Matthew McBrearty—poet, husband, father, Texas Longhorn, gemini & gemini—is meticulously documenting the poker-faced adventures of Camus and McCarry.

We’ve published five of McBrearty’s poems: “the dentists,” “the resistance,” “a relaxed state,” “the consumers,” and “fishing.”

A Tenuous Train Ride

posted Sep 21, 2010

McCarry and Camus boarded the train and sat on either side of a pensive looking man with a froggy pallor.

"Are you alright?" McCarry asked the man who shuddered as if he had been roused from a squalid nap.

"Hardly," he answered in a dubitable British accent.

"Educated in England?" McCarry asked.

"Top of my class," the man replied with a heavy heart, "through Oxford."

The man dropped his face into his hands.

"Congratulations," McCarry said.

The train heaved this way and that, chugged along, spit forward smooth as churning butter. Through the window one could see a pair of black cows quietly contemplating the abandoned quarry adjacent the verdant pasture in which they masticated.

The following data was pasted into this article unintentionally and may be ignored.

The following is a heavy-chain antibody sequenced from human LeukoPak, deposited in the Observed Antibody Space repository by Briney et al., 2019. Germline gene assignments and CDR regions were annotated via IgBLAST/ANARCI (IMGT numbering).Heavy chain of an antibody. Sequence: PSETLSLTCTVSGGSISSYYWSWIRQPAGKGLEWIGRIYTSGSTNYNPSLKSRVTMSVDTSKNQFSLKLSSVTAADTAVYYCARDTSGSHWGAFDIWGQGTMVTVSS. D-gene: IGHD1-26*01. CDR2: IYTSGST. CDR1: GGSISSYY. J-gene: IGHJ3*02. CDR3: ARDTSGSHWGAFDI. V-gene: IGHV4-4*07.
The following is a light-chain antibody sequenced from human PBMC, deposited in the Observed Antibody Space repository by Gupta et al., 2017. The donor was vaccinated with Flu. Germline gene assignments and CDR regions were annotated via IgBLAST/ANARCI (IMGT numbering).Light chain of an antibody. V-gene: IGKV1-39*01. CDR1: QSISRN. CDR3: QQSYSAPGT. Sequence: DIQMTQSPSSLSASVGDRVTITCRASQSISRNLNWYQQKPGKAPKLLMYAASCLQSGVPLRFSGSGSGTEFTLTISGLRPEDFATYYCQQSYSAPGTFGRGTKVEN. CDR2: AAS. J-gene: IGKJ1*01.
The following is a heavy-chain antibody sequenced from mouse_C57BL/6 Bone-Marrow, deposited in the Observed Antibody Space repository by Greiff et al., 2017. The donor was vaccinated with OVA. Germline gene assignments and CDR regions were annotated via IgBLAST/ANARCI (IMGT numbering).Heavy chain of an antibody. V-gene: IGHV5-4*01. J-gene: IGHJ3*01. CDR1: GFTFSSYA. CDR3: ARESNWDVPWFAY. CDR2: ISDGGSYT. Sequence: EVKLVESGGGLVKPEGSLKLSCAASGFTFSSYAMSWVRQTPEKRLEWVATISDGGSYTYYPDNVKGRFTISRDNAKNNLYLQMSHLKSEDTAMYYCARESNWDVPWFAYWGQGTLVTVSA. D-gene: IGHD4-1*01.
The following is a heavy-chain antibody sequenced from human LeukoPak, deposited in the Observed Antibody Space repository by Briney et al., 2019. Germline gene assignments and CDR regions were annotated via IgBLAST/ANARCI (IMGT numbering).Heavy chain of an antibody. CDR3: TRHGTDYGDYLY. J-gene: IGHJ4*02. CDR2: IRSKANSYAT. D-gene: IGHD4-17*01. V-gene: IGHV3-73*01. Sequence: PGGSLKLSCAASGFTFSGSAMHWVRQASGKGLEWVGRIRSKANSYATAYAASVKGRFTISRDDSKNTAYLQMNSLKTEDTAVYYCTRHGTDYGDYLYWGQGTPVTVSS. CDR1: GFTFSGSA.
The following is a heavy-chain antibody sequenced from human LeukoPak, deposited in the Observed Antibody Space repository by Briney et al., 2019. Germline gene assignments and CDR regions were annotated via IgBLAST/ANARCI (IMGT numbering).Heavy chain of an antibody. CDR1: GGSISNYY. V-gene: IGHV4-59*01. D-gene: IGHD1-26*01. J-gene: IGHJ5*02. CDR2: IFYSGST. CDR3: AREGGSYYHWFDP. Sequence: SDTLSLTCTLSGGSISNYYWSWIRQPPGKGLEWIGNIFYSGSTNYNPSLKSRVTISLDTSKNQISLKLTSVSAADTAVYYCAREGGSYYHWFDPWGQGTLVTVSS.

"I've become caught up with the wrong crowd," the man confessed.

"As have I," McCarry chuckled, looking over at Camus who, feet propped on an open seat, was very contentedly writing a play entitled Les Justes.

"You don't understand," the man said. "I may have brought live explosives onto the train in my luggage."

McCarry's ears perked and he glanced at Camus who raised his brow but continued to scribble.

"Seems like the kind of thing you would be sure of," McCarry said.

"I had opened my eyes, as they say," the man explained, "and was accordingly duped into fanaticism. They're testing my wherewithal, giving me bags that may or may not be laden with explosives. I've always been hotheaded. Now I'm a walking time-bomb!"

Just then the train gave out a loud rusty clang and a heavy jolt. The man balled up his clean-shaven face and pulled his shoulders toward his ears. When he opened his eyes the train was lilting along again and the resigning sun glared against the foggy window pane.

"Take it easy," McCarry reassured him, leaning forward like a teetering lampshade. "Have a little faith in yourself...I have faith in you."

"As do I," Camus chimed in, patting the man's shoulder.

"Top of your class," McCarry said.

"But the explosives..."

"Faith," McCarry reminded him and the train whistled on beside a ranch full of savory brown buffalo. "One shouldn't fritter his life playing the martyr to a short fuse."